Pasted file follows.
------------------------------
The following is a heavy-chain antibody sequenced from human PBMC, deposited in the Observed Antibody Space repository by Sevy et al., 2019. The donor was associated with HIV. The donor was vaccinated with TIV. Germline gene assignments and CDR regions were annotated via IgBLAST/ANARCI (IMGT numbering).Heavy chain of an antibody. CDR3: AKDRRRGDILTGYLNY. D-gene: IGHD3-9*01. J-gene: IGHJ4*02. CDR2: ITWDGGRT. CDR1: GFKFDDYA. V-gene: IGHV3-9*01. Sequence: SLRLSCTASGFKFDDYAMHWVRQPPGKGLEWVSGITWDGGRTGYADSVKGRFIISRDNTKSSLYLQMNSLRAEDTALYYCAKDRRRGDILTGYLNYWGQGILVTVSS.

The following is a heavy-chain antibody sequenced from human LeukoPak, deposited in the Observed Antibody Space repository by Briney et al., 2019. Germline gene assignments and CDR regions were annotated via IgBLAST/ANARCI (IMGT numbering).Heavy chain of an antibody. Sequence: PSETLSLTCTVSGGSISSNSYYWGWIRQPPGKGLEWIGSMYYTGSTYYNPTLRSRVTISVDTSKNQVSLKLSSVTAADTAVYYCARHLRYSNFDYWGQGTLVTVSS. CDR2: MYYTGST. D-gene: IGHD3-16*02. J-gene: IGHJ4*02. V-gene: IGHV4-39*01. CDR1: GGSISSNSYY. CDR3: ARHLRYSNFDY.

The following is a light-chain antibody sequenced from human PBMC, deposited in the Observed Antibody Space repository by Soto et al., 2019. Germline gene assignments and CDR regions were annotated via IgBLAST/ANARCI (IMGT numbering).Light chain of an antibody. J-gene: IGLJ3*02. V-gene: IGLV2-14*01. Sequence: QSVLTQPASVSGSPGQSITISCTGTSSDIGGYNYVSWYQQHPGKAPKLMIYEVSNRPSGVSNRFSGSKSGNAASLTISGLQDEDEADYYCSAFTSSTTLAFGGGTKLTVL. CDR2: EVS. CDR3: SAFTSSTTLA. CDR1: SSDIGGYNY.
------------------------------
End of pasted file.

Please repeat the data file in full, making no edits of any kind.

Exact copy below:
The following is a heavy-chain antibody sequenced from human PBMC, deposited in the Observed Antibody Space repository by Sevy et al., 2019. The donor was associated with HIV. The donor was vaccinated with TIV. Germline gene assignments and CDR regions were annotated via IgBLAST/ANARCI (IMGT numbering).Heavy chain of an antibody. CDR3: AKDRRRGDILTGYLNY. D-gene: IGHD3-9*01. J-gene: IGHJ4*02. CDR2: ITWDGGRT. CDR1: GFKFDDYA. V-gene: IGHV3-9*01. Sequence: SLRLSCTASGFKFDDYAMHWVRQPPGKGLEWVSGITWDGGRTGYADSVKGRFIISRDNTKSSLYLQMNSLRAEDTALYYCAKDRRRGDILTGYLNYWGQGILVTVSS.

The following is a heavy-chain antibody sequenced from human LeukoPak, deposited in the Observed Antibody Space repository by Briney et al., 2019. Germline gene assignments and CDR regions were annotated via IgBLAST/ANARCI (IMGT numbering).Heavy chain of an antibody. Sequence: PSETLSLTCTVSGGSISSNSYYWGWIRQPPGKGLEWIGSMYYTGSTYYNPTLRSRVTISVDTSKNQVSLKLSSVTAADTAVYYCARHLRYSNFDYWGQGTLVTVSS. CDR2: MYYTGST. D-gene: IGHD3-16*02. J-gene: IGHJ4*02. V-gene: IGHV4-39*01. CDR1: GGSISSNSYY. CDR3: ARHLRYSNFDY.

The following is a light-chain antibody sequenced from human PBMC, deposited in the Observed Antibody Space repository by Soto et al., 2019. Germline gene assignments and CDR regions were annotated via IgBLAST/ANARCI (IMGT numbering).Light chain of an antibody. J-gene: IGLJ3*02. V-gene: IGLV2-14*01. Sequence: QSVLTQPASVSGSPGQSITISCTGTSSDIGGYNYVSWYQQHPGKAPKLMIYEVSNRPSGVSNRFSGSKSGNAASLTISGLQDEDEADYYCSAFTSSTTLAFGGGTKLTVL. CDR2: EVS. CDR3: SAFTSSTTLA. CDR1: SSDIGGYNY.